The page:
At this past SPSP, Uri Simonsohn gave a talk on new ways of thinking about statistical power. From this new perspective, you first determine how large a sample size you can afford for a particular project. Then, you can determine the minimum effect size that can reliably detected (i.e., 95% power) for that sample size (e.g., d_min = .73 can be reliably detected with n=50/cell). I believe that this approach is a much more productive way of thinking about power for several reasons, one being that it substantially enhances the interpretation of null results. For instance, you can conclude (assuming integrity of methods and measurement instruments) that the effect you’re studying is unlikely to be the size of the minimum effect size reliably detectable for your sample size (or else you would have detect it). That being said, it is still possible the effect exists but is much smaller in magnitude, which would require a much larger sample size to reliably detect.

In this post, I use the core ideas from this new approach to come up with a simpler and more intuitive way of gauging publication bias for extant empirical studies.

The idea is simple. If a study reports an observed effect size *smaller* than the minimum effect size reliably detectable for the sample size used, then the study likely suffers from publication bias and should be interpreted with caution. The further away the observed effect size is from the minimally detectable effect size, the larger the bias. Let’s look at some concrete examples.

Zhong & Liljenquist’s (2006) Study 1 on the “Macbeth effect” found a d=.53 using n=30/cell. At this sample size, however, only effect sizes as large as d=.95 (or greater) are reliably detectable with 95% power. On the other hand, Tversky & Kahneman’s (1981) Framing effect study found a d=1.13 using n=153/cell. At that sample size, effect sizes as small as d=.41 are reliably detectable. See Table below for other examples:

The new bias index can be calculated as follows:

(And note we’d want to calculate a 95% C.I. around the bias estimate, given that bias estimates should be more precise for larger Ns all else being equal.)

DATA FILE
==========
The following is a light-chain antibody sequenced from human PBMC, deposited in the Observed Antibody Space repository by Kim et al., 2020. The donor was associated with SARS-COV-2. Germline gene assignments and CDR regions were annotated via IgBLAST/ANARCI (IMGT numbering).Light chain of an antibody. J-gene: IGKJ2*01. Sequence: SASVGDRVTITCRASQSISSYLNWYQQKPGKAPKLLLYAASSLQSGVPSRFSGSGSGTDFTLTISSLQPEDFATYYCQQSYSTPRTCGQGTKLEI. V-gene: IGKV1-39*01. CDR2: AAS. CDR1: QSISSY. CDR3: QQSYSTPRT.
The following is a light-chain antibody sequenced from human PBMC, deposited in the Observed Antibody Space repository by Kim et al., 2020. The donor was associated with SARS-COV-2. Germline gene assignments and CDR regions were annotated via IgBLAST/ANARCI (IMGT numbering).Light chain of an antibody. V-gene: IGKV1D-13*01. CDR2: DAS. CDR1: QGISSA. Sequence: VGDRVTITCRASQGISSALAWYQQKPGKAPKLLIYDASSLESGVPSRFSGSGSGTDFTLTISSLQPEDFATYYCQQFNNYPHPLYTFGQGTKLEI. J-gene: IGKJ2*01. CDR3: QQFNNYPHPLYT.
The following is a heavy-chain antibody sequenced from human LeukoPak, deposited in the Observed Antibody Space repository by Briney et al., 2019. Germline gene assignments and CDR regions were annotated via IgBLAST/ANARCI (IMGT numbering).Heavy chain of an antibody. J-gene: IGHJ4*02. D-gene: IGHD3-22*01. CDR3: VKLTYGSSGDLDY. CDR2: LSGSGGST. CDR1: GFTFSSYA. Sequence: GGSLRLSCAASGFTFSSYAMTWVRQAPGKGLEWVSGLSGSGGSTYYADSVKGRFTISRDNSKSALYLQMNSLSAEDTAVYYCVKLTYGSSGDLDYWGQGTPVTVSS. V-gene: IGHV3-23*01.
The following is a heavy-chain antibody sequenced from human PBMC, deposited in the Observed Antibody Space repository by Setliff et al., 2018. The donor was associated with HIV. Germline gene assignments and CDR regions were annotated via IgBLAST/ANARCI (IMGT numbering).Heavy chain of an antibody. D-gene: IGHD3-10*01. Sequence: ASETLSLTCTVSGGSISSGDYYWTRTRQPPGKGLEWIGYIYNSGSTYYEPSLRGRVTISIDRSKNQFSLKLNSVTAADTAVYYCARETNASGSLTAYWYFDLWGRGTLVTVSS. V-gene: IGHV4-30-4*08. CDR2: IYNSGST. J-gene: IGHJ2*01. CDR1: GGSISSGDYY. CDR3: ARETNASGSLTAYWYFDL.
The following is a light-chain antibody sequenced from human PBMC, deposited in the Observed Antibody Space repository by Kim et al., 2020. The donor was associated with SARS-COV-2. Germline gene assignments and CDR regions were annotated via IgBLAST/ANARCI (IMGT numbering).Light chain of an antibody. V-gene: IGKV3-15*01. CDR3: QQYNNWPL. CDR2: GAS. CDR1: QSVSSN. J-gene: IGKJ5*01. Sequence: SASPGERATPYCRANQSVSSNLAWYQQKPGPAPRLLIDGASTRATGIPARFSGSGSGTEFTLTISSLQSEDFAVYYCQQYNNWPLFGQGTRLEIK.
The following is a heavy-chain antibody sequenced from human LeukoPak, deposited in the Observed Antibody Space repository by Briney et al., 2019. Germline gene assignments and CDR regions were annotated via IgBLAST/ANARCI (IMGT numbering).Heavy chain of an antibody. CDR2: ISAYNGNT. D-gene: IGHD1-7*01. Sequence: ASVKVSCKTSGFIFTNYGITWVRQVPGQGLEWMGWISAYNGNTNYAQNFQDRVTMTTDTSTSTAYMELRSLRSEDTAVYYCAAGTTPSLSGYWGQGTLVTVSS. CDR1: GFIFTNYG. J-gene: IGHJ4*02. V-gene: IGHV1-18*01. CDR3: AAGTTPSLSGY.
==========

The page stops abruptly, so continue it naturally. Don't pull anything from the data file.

To shed more light on the value of this simpler publication bias index, in the near future I will calculate these for studies where replicability information exists and test empirically whether the index predicts lower likelihood of replication.

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One problem I have with this, or any other, simple view on evaluating outcomes of a measurement system (empirical study), is that its purpose is reduced to increasing precision by increasing sample size. There is also Accuracy and Resolution of measurement and increasing sample size is just one of many things you can do to increase Precision.

Moreover, this is all ergodic logic. Increasing the number of human participants is considered to be the same thing as adding random events in order to force a random variable to reveal more of the values it can take on.

As the concluding remarks of this excellent paper by Friston point out:

“In this treatment, we have assumed biological systems are ergodic. Clearly, this is a simplification, in that real systems are only locally ergodic. The implication here is that self-organized systems cannot endure indefinitely and are only ergodic over a particular (somatic) timescale, which raises the question of evolutionary timescales: is evolution itself the slow and delicate unwinding of a trajectory through a vast state space—as the universe settles on its global random attractor?”

http://rsif.royalsocietypublishing.org/content/10/86/20130475.full

To advance the field in the scientific sense I’m afraid we need more complexity and less ergodic theory.